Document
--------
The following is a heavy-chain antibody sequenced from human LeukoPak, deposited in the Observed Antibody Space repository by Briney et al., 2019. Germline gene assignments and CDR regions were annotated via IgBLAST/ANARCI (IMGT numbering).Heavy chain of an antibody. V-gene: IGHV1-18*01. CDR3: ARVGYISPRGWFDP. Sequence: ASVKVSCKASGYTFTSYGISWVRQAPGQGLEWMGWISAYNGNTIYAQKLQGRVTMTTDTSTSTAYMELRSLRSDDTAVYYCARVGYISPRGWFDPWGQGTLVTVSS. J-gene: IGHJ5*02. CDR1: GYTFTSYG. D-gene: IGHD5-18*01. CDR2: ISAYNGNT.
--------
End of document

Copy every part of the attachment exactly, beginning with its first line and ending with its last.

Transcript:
The following is a heavy-chain antibody sequenced from human LeukoPak, deposited in the Observed Antibody Space repository by Briney et al., 2019. Germline gene assignments and CDR regions were annotated via IgBLAST/ANARCI (IMGT numbering).Heavy chain of an antibody. V-gene: IGHV1-18*01. CDR3: ARVGYISPRGWFDP. Sequence: ASVKVSCKASGYTFTSYGISWVRQAPGQGLEWMGWISAYNGNTIYAQKLQGRVTMTTDTSTSTAYMELRSLRSDDTAVYYCARVGYISPRGWFDPWGQGTLVTVSS. J-gene: IGHJ5*02. CDR1: GYTFTSYG. D-gene: IGHD5-18*01. CDR2: ISAYNGNT.